The crux of White's demand to the Rockets is that he needs his own personal doctor to decide whether he's in the right mental frame of mind to play a game or attend practice. That seems reasonable — until you consider what would happen if all 400-plus players in the NBA made the same request (for both mental and physical ailments). It would reinvent the power dynamic, effectively allowing players to dictate when they were healthy enough to participate.
But White doesn't see it like that.
Except that he does.
"My request was to have an addendum to my contract," he begins. "Now, would that set a precedent? That's not really my thing. I asked for something to be put into my contract. Not something for all players to use."
But then he continues talking. And this is where it becomes difficult to see how White and the Rockets will ever find real common ground, even if he eventually ends up on their roster.
"But if you want to talk about it through that lens, every player should have their own doctor. The reality is that American businesses are built on the idea of cutting overhead. And how do we cut overhead?" White points to the door that leads from the patio to the main restaurant. "Why do restaurants put exit signs over every exit? I bet if Cheesecake Factory didn't have to do that, they wouldn't. Because it would cost less to do nothing. They have to be forced to do that. So if a team or a business can save money by making things less safe, they're going to do that. They don't care. It's a conflict of interest to have the team doctor paid by the team. What we need is a doctor who can look at a situation and say, 'Listen, I know the team wants you to do this, and I know their doctor is saying you should do this. But as a non-biased doctor with no interest in how you perform athletically, I recommend differently.' Right now, you have players pushing themselves back in three weeks who have three-month injuries."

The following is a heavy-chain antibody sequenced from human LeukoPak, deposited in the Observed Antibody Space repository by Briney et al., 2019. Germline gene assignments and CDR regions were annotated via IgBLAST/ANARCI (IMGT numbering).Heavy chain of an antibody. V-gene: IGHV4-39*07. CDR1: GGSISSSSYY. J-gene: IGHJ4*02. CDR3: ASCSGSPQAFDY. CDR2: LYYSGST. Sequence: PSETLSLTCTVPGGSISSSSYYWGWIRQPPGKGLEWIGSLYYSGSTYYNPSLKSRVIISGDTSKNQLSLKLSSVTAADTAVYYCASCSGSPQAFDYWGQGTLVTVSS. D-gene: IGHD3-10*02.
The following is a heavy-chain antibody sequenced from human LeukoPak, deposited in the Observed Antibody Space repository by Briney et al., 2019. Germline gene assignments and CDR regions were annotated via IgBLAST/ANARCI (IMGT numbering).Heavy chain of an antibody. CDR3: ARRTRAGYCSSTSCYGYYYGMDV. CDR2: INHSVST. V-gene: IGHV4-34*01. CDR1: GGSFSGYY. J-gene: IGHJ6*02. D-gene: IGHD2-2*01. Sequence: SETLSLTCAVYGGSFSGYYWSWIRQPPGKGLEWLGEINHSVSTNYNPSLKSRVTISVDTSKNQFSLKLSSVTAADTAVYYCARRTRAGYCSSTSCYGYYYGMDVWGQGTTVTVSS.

I ask him if he understands why NBA owners might be reluctant to give players that level of input into when they're ready to play basketball, particularly for a disease that's invisible (and arguably subjective).
"I'm always going to run into problems with people who think business is more important than human welfare," he replies.
I ask how he felt when the Real Sports reporter (Bernie Goldberg, who is also a correspondent for Fox's The O'Reilly Factor) referred to him as either courageous or "insufferable." White's initial response was confusion. His real response was unflinching.
"I think it's a very true statement. At the end of the day, we all stand on one side of a line, and it's always going to be opposed by somebody else," he says. And then he really goes to the rack. "I don't like to compare myself to other great people.8 But I'm sure Gandhi was insufferable to some people. Martin Luther King was insufferable. JFK was certainly insufferable. Galileo was insufferable. It's always tough to tolerate people who say the things that other people don't want to say."
You probably have a mental illness, if I learned anything from that article
he reminds me of that aggravating philosophy major who thinks too highly of himself and his intellect